3D printing is a complex process. Producing designs and even crisp fonts and letterings are as intricate as the printing itself. Getting font letters and numbers to show clearly takes manual adjustments in the 3D Print design process. In today’s Ask Us Anything, Tom and Tracy Hazzard address a question on how to get monograms and dates to be so clear. They discuss in detail font choice, scale, and surface quality, and share their tips and tricks for getting serifs and small fine detail to print crisply.
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How Do I Get Crisp Fonts And Letterings
This segment is Ask Us Anything.
This is where you come to our website, HazzDesign.com, to our Ask Us tab and jump down to our SpeakPipe button where you can record a question with your name and your website or your company or your profession.
Our question comes from Liam in New York. He’s asking about lettering in his 3D prints. He’s having some trouble getting lettering of good quality and wanting to know if we have any suggestions or tips on how to print lettering with better quality in 3D.
Early on, I have to say the lettering sucked. It was bad. It was my biggest pet peeve about it. We’ve gotten better at it. The number one thing is a better font choice. The first thing you can do is make a better font choice.
You also have to have a clear understanding of what 3D printers are capable of. If you want to print lettering with a font that has hard square edges or has fine pointy serifs, you’re going to get results that probably are not quite what you expect.
You’ve got to think of it like this, if you want a point and you’re printing with something round, it’s probably not going to work well.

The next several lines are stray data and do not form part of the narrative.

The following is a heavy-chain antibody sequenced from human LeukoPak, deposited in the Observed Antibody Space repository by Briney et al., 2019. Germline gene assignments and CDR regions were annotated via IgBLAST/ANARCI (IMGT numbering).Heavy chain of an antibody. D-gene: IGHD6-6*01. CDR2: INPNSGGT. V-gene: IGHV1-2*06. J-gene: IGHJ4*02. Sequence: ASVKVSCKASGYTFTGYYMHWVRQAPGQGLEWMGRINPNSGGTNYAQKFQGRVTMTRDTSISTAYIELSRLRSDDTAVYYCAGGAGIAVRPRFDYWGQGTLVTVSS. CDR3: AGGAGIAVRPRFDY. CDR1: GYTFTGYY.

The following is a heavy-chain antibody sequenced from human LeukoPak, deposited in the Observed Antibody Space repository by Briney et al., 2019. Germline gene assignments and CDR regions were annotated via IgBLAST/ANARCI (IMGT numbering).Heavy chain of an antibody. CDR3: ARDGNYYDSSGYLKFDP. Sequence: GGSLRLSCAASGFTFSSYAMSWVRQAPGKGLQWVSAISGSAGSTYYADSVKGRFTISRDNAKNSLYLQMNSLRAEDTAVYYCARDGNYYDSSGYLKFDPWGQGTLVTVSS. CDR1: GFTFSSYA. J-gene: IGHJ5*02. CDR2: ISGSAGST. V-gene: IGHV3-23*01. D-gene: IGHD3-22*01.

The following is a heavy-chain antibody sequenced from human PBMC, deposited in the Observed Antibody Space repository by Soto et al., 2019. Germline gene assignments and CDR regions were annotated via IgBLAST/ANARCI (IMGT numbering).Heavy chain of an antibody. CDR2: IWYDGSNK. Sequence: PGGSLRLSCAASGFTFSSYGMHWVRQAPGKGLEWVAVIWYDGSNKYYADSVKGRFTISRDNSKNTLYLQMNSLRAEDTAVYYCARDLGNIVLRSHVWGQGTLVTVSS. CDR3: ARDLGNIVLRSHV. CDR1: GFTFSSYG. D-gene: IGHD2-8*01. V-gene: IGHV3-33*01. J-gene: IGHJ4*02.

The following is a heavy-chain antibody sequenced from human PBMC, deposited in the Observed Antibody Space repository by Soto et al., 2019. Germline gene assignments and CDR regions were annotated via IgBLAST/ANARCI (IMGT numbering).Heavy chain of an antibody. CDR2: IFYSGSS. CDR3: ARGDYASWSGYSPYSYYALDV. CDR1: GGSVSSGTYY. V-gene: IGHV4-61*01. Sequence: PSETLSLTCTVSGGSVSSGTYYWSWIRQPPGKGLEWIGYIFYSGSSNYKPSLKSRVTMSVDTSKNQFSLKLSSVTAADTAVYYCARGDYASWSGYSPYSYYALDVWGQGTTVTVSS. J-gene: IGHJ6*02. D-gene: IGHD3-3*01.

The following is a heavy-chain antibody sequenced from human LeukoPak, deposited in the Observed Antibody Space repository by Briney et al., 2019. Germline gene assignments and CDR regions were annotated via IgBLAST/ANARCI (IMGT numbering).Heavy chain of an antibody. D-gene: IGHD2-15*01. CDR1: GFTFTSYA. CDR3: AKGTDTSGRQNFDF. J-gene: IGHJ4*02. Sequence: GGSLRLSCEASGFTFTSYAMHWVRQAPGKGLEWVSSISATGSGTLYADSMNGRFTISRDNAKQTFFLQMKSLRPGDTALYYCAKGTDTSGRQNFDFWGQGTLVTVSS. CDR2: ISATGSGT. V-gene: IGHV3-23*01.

At a certain scale at least. There are three major factors: font choice, scale and surface quality is the other one. We’ll talk about each of those things. Font choice in my CAD program, I use Rhinoceros primarily. It certainly has a text feature where I can use any font and it will create line art that I can extrude. I can subtract from apart or add it to a part. It will use any font. That doesn’t mean that can be printed well. I always have to alter those fonts a little bit.
You’ve got to make sure you knock off the edges. You make sure you clean them up. The other thing that we do is the scale part of it. You have to scale them so that when you print, you don’t get voids because you’re printing a micron and a half-width. You’ve got to print in an even resolution.
More space and larger scale prints are better than smaller scale. You start to have problems with certain interior parts of letters filling.
You’ll see little tiny slices of voids in the lettering. Maybe sometimes you want that in a specific Roman style serif where you want the middle to be void and you want the edges to be up, but when you get it in an uneven way across your letters, that’s not good.